By Kurt R. Karst –
The recent challenge to FDA’s five-year New Chemical Entity (“NCE”) exclusivity determination concerning the ADHD drug VYVANSE (lisdexamfetamine dimesylate) Capsules and the reportedly ongoing debate over whether to grant NCE exclusivity with respect to certain pancreatic enzyme products are not the only NCE exclusivity debates at FDA these days. FDA is also reportedly considering whether GlaxoSmithKline’s (“GSK’s”) corticosteroid drug VERAMYST (fluticasone furoate) Nasal Spray, which was approved on April 27, 2007 under NDA No. 22-051, is eligible for NCE exclusivity under a narrow exception applicable to certain esters.
Under the FDC Act (as amended by Title I of the Hatch-Waxman Amendments), five-year exclusivity is available to the sponsor of an application (either a “full” 505(b)(1) NDA or a 505(b)(2) application) for a drug product that does not contain an active moiety previously approved under § 505(b) of the FDC Act. NCE exclusivity prevents the submission of an ANDA (or a 505(b)(2) application) that “refers to the drug for which the [approved § 505(b) NCE NDA] was submitted before the expiration of five years from the date of the approval” of the NCE NDA. FDC Act §§ 505(c)(3)(E)(ii) & 505(j)(5)(F)(ii) (emphasis added).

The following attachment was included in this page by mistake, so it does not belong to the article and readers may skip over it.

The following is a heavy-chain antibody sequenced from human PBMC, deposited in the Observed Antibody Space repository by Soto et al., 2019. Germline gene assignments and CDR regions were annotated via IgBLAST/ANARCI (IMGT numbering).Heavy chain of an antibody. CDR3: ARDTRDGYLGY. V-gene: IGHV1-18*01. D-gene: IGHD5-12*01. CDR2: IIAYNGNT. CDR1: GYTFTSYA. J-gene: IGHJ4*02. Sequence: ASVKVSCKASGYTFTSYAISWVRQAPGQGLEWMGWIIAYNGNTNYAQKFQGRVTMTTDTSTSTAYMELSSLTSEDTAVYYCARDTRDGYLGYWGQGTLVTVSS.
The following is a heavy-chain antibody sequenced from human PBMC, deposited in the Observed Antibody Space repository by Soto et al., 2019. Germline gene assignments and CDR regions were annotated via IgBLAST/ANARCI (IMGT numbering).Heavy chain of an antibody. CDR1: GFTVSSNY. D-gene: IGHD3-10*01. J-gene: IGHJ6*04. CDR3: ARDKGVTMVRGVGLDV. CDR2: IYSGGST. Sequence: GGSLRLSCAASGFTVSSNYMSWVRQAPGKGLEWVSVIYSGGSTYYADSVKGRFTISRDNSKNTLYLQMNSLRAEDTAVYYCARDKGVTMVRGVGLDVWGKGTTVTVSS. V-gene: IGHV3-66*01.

The FDC Act is ambiguous with regard to the meaning of the term “drug” in §§ 505(c)(3)(E)(ii) and 505(j)(5)(F)(ii). Neither provision addresses whether “drug” means the particular drug product that is the subject of the approved NCE NDA with five-year exclusivity, or, more generally, the approved active moiety. FDA identified this ambiguity in the preamble to its proposed rule implementing the exclusivity provisions of the Hatch-Waxman Amendments: